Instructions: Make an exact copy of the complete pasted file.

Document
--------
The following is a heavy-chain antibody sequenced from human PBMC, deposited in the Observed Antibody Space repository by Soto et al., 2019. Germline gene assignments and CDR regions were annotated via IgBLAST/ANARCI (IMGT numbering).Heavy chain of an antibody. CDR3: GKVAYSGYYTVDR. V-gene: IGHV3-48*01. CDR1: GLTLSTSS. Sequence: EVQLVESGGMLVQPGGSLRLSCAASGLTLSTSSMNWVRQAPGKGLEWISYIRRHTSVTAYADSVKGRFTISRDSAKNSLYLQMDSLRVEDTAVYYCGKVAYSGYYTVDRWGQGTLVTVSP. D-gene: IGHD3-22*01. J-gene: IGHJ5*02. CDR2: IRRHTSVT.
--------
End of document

The following is a heavy-chain antibody sequenced from human PBMC, deposited in the Observed Antibody Space repository by Soto et al., 2019. Germline gene assignments and CDR regions were annotated via IgBLAST/ANARCI (IMGT numbering).Heavy chain of an antibody. CDR3: GKVAYSGYYTVDR. V-gene: IGHV3-48*01. CDR1: GLTLSTSS. Sequence: EVQLVESGGMLVQPGGSLRLSCAASGLTLSTSSMNWVRQAPGKGLEWISYIRRHTSVTAYADSVKGRFTISRDSAKNSLYLQMDSLRVEDTAVYYCGKVAYSGYYTVDRWGQGTLVTVSP. D-gene: IGHD3-22*01. J-gene: IGHJ5*02. CDR2: IRRHTSVT.